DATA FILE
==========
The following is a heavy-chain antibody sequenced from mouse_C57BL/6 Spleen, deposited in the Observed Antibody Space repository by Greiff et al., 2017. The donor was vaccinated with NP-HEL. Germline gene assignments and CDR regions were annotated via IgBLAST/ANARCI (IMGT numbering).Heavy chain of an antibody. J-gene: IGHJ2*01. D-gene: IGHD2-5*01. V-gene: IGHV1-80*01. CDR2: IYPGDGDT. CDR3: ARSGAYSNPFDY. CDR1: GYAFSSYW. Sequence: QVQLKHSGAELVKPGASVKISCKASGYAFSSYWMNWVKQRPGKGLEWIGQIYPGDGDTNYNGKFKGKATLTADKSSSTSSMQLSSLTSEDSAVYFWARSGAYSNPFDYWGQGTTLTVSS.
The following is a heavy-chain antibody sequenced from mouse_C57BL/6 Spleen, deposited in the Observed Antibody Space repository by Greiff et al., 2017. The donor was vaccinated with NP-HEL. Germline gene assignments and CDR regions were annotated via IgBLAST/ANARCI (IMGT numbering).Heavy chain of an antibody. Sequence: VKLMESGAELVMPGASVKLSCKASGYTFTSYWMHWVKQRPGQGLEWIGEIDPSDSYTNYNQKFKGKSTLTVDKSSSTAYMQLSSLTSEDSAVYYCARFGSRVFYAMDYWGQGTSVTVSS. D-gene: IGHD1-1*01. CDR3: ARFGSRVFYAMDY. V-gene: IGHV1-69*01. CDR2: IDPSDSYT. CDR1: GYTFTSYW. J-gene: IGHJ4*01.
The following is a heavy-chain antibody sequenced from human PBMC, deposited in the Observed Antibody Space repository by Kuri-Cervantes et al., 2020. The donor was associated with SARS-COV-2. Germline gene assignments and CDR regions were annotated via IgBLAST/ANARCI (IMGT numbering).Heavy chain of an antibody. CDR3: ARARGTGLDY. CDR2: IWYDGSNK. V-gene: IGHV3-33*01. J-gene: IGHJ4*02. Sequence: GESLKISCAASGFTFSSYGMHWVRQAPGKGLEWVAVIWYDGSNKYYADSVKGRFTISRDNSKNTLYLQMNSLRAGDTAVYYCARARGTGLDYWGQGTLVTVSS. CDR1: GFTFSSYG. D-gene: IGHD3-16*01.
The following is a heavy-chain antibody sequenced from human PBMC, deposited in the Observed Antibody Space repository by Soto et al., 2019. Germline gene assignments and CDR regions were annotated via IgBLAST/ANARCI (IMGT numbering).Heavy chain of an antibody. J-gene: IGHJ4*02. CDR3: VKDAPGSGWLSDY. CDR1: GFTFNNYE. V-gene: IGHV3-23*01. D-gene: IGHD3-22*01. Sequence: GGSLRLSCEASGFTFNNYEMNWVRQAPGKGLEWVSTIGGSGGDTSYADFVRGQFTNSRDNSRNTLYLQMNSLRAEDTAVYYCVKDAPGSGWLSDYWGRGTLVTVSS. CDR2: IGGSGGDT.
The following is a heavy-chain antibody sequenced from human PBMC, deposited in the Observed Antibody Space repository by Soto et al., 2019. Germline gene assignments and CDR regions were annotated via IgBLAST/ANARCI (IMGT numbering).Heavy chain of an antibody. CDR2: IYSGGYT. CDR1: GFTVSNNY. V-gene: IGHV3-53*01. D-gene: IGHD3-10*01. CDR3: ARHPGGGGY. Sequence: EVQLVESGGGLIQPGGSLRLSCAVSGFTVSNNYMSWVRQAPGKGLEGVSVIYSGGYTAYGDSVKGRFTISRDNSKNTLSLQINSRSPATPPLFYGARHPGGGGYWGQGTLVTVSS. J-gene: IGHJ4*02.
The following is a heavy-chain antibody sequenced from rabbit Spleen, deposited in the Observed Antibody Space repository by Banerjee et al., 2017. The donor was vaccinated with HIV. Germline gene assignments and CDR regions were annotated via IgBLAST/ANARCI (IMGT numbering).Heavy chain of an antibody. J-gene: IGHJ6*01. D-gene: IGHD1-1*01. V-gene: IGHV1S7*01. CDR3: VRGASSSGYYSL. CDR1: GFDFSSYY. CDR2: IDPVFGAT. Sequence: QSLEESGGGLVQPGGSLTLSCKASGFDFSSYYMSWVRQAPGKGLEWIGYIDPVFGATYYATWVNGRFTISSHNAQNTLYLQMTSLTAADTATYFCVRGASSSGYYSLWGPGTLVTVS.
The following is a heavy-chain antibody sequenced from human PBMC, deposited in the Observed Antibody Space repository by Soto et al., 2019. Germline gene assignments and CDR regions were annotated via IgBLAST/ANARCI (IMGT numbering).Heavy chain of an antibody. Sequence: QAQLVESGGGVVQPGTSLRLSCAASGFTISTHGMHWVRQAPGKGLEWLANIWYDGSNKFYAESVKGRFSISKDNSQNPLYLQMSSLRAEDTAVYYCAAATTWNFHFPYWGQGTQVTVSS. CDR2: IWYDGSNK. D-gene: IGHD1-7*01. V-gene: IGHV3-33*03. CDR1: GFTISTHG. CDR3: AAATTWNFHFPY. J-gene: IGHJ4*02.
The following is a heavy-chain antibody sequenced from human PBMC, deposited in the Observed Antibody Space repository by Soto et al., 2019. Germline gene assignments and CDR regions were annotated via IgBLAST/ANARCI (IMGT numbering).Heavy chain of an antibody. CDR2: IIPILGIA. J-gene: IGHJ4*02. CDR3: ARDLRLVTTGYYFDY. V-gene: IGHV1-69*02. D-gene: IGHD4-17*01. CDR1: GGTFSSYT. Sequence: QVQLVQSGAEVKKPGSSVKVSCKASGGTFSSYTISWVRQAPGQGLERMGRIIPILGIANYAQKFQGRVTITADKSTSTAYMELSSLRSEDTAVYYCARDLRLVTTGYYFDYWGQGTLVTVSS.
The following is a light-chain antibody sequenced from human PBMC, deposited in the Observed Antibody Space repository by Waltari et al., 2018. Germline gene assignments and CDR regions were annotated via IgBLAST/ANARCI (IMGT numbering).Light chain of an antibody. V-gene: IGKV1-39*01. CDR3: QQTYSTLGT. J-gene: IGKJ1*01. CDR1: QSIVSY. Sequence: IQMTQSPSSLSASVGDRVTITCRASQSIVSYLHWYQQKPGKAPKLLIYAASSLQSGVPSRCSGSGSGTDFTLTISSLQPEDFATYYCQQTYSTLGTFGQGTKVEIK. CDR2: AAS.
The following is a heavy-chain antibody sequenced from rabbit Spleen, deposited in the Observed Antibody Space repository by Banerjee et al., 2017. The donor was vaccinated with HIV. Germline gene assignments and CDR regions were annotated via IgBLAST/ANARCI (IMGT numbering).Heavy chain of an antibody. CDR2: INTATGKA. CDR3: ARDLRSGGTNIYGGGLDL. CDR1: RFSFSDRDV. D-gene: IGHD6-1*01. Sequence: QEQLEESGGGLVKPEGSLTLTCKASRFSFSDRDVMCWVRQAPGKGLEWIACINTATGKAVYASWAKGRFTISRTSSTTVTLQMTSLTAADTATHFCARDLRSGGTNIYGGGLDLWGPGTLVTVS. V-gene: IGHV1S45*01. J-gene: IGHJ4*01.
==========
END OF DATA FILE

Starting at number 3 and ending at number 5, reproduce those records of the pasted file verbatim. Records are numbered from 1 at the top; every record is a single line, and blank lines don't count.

The following is a heavy-chain antibody sequenced from human PBMC, deposited in the Observed Antibody Space repository by Kuri-Cervantes et al., 2020. The donor was associated with SARS-COV-2. Germline gene assignments and CDR regions were annotated via IgBLAST/ANARCI (IMGT numbering).Heavy chain of an antibody. CDR3: ARARGTGLDY. CDR2: IWYDGSNK. V-gene: IGHV3-33*01. J-gene: IGHJ4*02. Sequence: GESLKISCAASGFTFSSYGMHWVRQAPGKGLEWVAVIWYDGSNKYYADSVKGRFTISRDNSKNTLYLQMNSLRAGDTAVYYCARARGTGLDYWGQGTLVTVSS. CDR1: GFTFSSYG. D-gene: IGHD3-16*01.
The following is a heavy-chain antibody sequenced from human PBMC, deposited in the Observed Antibody Space repository by Soto et al., 2019. Germline gene assignments and CDR regions were annotated via IgBLAST/ANARCI (IMGT numbering).Heavy chain of an antibody. J-gene: IGHJ4*02. CDR3: VKDAPGSGWLSDY. CDR1: GFTFNNYE. V-gene: IGHV3-23*01. D-gene: IGHD3-22*01. Sequence: GGSLRLSCEASGFTFNNYEMNWVRQAPGKGLEWVSTIGGSGGDTSYADFVRGQFTNSRDNSRNTLYLQMNSLRAEDTAVYYCVKDAPGSGWLSDYWGRGTLVTVSS. CDR2: IGGSGGDT.
The following is a heavy-chain antibody sequenced from human PBMC, deposited in the Observed Antibody Space repository by Soto et al., 2019. Germline gene assignments and CDR regions were annotated via IgBLAST/ANARCI (IMGT numbering).Heavy chain of an antibody. CDR2: IYSGGYT. CDR1: GFTVSNNY. V-gene: IGHV3-53*01. D-gene: IGHD3-10*01. CDR3: ARHPGGGGY. Sequence: EVQLVESGGGLIQPGGSLRLSCAVSGFTVSNNYMSWVRQAPGKGLEGVSVIYSGGYTAYGDSVKGRFTISRDNSKNTLSLQINSRSPATPPLFYGARHPGGGGYWGQGTLVTVSS. J-gene: IGHJ4*02.